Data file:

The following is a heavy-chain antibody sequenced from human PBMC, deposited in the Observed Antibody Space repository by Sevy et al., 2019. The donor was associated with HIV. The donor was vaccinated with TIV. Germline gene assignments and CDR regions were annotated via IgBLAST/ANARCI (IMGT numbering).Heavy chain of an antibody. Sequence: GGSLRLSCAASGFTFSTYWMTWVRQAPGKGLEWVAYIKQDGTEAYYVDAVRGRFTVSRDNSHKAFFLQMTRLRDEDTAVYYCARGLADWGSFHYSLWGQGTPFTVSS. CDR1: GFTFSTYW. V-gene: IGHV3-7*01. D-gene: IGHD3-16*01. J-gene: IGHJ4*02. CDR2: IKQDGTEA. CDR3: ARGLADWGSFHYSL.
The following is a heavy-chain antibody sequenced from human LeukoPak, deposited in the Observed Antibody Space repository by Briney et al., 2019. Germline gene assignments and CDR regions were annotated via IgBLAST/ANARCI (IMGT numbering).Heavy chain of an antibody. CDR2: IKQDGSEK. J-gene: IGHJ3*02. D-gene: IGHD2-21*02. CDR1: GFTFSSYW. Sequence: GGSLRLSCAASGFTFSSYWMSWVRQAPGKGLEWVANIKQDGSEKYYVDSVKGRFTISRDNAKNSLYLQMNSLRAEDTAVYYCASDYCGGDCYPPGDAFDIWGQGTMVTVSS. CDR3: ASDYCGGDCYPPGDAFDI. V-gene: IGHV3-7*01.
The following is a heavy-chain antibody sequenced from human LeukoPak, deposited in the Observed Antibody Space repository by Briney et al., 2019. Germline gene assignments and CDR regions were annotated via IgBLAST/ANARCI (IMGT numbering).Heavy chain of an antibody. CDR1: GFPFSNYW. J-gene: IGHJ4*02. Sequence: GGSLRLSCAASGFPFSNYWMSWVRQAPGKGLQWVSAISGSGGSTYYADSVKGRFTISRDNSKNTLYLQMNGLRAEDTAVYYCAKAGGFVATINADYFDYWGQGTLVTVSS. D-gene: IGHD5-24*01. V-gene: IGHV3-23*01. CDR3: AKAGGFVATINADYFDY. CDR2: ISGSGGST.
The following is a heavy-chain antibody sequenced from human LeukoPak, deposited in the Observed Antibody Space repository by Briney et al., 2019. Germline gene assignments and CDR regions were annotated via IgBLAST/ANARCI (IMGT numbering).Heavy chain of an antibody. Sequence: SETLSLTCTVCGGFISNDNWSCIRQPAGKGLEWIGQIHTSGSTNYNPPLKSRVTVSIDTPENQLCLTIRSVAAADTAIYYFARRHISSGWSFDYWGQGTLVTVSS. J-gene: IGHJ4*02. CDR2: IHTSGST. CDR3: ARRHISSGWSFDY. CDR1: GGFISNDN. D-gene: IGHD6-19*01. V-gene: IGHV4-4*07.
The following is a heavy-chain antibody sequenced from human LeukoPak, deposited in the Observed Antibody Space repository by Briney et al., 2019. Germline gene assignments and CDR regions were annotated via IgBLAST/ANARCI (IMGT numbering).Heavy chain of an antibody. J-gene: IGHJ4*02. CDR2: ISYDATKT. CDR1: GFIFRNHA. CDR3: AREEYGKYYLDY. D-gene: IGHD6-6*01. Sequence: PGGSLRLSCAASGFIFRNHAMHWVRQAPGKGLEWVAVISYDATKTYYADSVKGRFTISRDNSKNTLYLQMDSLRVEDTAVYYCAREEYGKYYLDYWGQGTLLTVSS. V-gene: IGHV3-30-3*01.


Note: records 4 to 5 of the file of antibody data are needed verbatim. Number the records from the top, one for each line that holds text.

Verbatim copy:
The following is a heavy-chain antibody sequenced from human LeukoPak, deposited in the Observed Antibody Space repository by Briney et al., 2019. Germline gene assignments and CDR regions were annotated via IgBLAST/ANARCI (IMGT numbering).Heavy chain of an antibody. Sequence: SETLSLTCTVCGGFISNDNWSCIRQPAGKGLEWIGQIHTSGSTNYNPPLKSRVTVSIDTPENQLCLTIRSVAAADTAIYYFARRHISSGWSFDYWGQGTLVTVSS. J-gene: IGHJ4*02. CDR2: IHTSGST. CDR3: ARRHISSGWSFDY. CDR1: GGFISNDN. D-gene: IGHD6-19*01. V-gene: IGHV4-4*07.
The following is a heavy-chain antibody sequenced from human LeukoPak, deposited in the Observed Antibody Space repository by Briney et al., 2019. Germline gene assignments and CDR regions were annotated via IgBLAST/ANARCI (IMGT numbering).Heavy chain of an antibody. J-gene: IGHJ4*02. CDR2: ISYDATKT. CDR1: GFIFRNHA. CDR3: AREEYGKYYLDY. D-gene: IGHD6-6*01. Sequence: PGGSLRLSCAASGFIFRNHAMHWVRQAPGKGLEWVAVISYDATKTYYADSVKGRFTISRDNSKNTLYLQMDSLRVEDTAVYYCAREEYGKYYLDYWGQGTLLTVSS. V-gene: IGHV3-30-3*01.